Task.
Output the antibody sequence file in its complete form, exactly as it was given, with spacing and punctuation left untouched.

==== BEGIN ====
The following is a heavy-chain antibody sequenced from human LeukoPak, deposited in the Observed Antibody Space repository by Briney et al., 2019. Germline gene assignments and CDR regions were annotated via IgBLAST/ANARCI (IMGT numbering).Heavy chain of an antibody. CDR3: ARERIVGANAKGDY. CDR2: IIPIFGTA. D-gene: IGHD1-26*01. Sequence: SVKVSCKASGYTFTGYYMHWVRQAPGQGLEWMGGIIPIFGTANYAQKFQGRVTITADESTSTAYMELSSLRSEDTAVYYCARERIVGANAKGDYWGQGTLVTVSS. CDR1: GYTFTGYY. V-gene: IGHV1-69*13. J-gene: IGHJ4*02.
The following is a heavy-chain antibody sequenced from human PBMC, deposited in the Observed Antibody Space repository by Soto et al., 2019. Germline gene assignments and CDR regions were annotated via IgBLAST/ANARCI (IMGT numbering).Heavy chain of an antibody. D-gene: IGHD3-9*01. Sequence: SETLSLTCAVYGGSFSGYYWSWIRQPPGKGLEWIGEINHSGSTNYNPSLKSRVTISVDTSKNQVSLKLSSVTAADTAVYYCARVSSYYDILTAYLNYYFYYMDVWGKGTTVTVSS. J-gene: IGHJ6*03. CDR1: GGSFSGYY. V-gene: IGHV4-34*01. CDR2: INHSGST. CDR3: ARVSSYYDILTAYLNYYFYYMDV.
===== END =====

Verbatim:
The following is a heavy-chain antibody sequenced from human LeukoPak, deposited in the Observed Antibody Space repository by Briney et al., 2019. Germline gene assignments and CDR regions were annotated via IgBLAST/ANARCI (IMGT numbering).Heavy chain of an antibody. CDR3: ARERIVGANAKGDY. CDR2: IIPIFGTA. D-gene: IGHD1-26*01. Sequence: SVKVSCKASGYTFTGYYMHWVRQAPGQGLEWMGGIIPIFGTANYAQKFQGRVTITADESTSTAYMELSSLRSEDTAVYYCARERIVGANAKGDYWGQGTLVTVSS. CDR1: GYTFTGYY. V-gene: IGHV1-69*13. J-gene: IGHJ4*02.
The following is a heavy-chain antibody sequenced from human PBMC, deposited in the Observed Antibody Space repository by Soto et al., 2019. Germline gene assignments and CDR regions were annotated via IgBLAST/ANARCI (IMGT numbering).Heavy chain of an antibody. D-gene: IGHD3-9*01. Sequence: SETLSLTCAVYGGSFSGYYWSWIRQPPGKGLEWIGEINHSGSTNYNPSLKSRVTISVDTSKNQVSLKLSSVTAADTAVYYCARVSSYYDILTAYLNYYFYYMDVWGKGTTVTVSS. J-gene: IGHJ6*03. CDR1: GGSFSGYY. V-gene: IGHV4-34*01. CDR2: INHSGST. CDR3: ARVSSYYDILTAYLNYYFYYMDV.